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US Dairy Imports Help Show Where Opportunities Lie
The US has evolved from a net dairy importer to a net dairy exporter over the past decade or so, and one of the ramifications of that shift has been less of a focus on the impacts that dairy imports can have on the US dairy industry.
But one of those impacts can never be completely ignored: the potential opportunities that these dairy imports continue to represent for the US dairy industry. These opportunities lie, in part, in displacing imported products with domestically produced products.
Keep in mind that, while the US is now a net dairy exporter by a wide margin, it remains a very significant importer of dairy products, particularly cheese. US dairy imports have topped $2 billion in value for 10 straight years now, and are on pace to set a record again this year.
Also, the US last year imported around 325 million pounds of cheese, more than 150 million pounds below the record (475.6 million pounds, set in 2002), but still a significant volume. The value of these cheese imports is also significant, having topped $1 billion in value in eight of the last nine years.
One of the many reasons US cheese imports have been in general decline for the past decade or so is because US cheese makers are producing increasing volumes of some of these products. Go back maybe three decades, for example, and the only Havarti available in the US was produced in Denmark. Today in the US, Havarti is produced by over 40 companies in a dozen states, according to the Consortium for Common Food Names.
Cheese imports have helped carve out a number of additional niche markets for US cheese makers in recent years, as evidenced by the fact that USDA’s National Ag Statistics Service has recently begun reporting production figures for both Gouda and Feta (2013 output of which totaled 47.8 million pounds and 103.6 million pounds, respectively). And the list is almost endless beyond these varieties that are tracked by NASS.
But cheese is hardly alone in providing opportunities for US manufacturers looking to dairy imports for ideas. Probably the most visible of these products is Greek yogurt, which didn’t really even exist in the US a decade ago and now probably exceeds 2 billion pounds annually.
Beyond these consumer products, there are some dairy ingredients that previously were primarily or exclusively available only as imports, but are now not only being produced domestically but are also being exported.
Among these is milk protein concentrate, which generated more than a little controversy a decade or so ago. Back in 2000, the US imported about 143 million pounds of MPCs and didn’t produce any.
Last year, the US still imported about 120 million pounds of MPCs, but eight US plants also produced about 102 million pounds of MPCs. That figure alone provides an interesting bit of information about domestic MPC production, which grew so rapidly that NASS began tracking output back in 2008 (when it totaled about 75 million pounds).
Oh, and the US also exported almost 98 million pounds of MPCs last year, according to the American Dairy Products Institute.
Then there’s butter. Obviously the US is a major butter manufacturer; output last year was 1.863 billion pounds, the highest level since 1941. And the US exports a fair amount of butter (179 million pounds in 2013).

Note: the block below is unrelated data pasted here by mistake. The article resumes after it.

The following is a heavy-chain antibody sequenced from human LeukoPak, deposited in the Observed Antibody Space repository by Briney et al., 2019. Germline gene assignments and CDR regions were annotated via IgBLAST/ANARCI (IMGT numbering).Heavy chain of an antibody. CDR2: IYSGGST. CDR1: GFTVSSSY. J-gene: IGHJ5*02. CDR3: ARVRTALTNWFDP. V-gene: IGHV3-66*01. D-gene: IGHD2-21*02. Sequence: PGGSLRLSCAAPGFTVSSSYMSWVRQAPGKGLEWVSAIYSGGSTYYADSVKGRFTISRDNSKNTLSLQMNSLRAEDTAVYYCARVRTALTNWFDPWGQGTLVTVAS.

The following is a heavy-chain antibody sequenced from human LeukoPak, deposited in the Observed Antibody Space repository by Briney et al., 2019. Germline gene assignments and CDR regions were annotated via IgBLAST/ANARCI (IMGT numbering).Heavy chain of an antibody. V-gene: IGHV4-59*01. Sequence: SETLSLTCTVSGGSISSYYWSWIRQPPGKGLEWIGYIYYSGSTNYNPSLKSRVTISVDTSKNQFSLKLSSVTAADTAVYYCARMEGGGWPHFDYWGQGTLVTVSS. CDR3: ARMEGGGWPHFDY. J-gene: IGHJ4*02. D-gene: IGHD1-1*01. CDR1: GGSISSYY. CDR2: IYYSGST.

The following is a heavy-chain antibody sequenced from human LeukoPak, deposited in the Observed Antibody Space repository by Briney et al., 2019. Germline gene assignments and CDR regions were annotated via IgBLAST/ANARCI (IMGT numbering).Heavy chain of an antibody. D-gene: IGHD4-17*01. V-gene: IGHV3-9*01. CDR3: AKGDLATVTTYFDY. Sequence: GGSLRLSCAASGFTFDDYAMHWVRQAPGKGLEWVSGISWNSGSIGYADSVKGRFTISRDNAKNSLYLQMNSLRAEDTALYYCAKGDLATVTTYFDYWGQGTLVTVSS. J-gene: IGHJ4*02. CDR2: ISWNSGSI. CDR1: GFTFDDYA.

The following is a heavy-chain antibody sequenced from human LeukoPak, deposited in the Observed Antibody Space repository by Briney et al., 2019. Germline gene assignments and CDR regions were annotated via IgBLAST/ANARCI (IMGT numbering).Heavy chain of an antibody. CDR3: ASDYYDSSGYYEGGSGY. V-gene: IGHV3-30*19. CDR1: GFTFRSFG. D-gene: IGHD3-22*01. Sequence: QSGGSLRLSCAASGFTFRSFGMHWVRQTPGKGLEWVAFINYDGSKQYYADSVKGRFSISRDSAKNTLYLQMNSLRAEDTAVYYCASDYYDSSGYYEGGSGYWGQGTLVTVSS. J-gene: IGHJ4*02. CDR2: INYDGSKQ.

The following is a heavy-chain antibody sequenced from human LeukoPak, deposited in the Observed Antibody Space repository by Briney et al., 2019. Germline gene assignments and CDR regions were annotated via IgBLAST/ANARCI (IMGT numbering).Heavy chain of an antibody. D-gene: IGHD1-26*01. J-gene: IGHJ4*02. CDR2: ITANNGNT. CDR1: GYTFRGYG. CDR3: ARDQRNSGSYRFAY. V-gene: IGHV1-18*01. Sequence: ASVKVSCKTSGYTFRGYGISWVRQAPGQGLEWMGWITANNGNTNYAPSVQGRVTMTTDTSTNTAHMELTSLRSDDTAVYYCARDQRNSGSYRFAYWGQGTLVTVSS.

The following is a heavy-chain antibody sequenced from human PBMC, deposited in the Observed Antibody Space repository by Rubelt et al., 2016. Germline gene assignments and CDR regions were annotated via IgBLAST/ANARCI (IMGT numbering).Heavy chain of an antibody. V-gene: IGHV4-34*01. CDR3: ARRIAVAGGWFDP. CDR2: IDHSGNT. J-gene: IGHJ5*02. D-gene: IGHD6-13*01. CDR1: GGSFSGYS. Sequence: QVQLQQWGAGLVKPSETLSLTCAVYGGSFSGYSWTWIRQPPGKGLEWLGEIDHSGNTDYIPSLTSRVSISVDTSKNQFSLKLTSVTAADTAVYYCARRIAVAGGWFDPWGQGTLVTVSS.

But the US also imports some butter, for at least a couple of reasons. One is price, which the current market situation (sky-high domestic prices, low international prices) nicely illustrates.
The other is quality. That’s not to take away from the quality of US butter, but rather to point out that some of the butter being imported into the US these days has a higher fat content (82 percent) and seems to be finding a niche among some foodies that might, in the future, be filled with domestically produced butter.
When it comes to dairy trade, there’s no bigger product than whole milk powder. Forecast whole milk powder exports for select countries this year will total around 4.8 billion pounds, according to figures from USDA’s Foreign Ag Service.
But the US hasn’t been much of a participant in this trade segment, until recently. Indeed, the US couldn’t really participate in this segment to any great extent, considering that US production of whole milk powder last year totaled all of about 72 million pounds.
But that’s changing, and changing pretty rapidly, as the US gears up its whole milk powder production for the global market. Just to cite one example: Dairy Farmers of America earlier this year started producing whole milk powder at a new plant in Fallon, NV.
Production figures are starting to reflect this additional whole milk powder capacity; August US production of WMP totaled 12.8 million pounds, up almost 86 percent from August of 2013.
In the future, the US dairy industry can benefit from the influence of imports in a couple of important ways.
First, US manufacturers can “steal” market share from imports, by producing products ranging from Havarti to MPCs domestically to displace imports.
And second, US manufacturers can increase production and exports of products such as whole milk powder, to take advantage of that enormous and growing international market.
The US will always be a significant dairy importer, simply because there are products produced in other countries (such as specialty cheeses) that can’t be produced in the US. But the US dairy industry can fuel growth by “borrowing” product ideas and filling both domestic and global niches. DG
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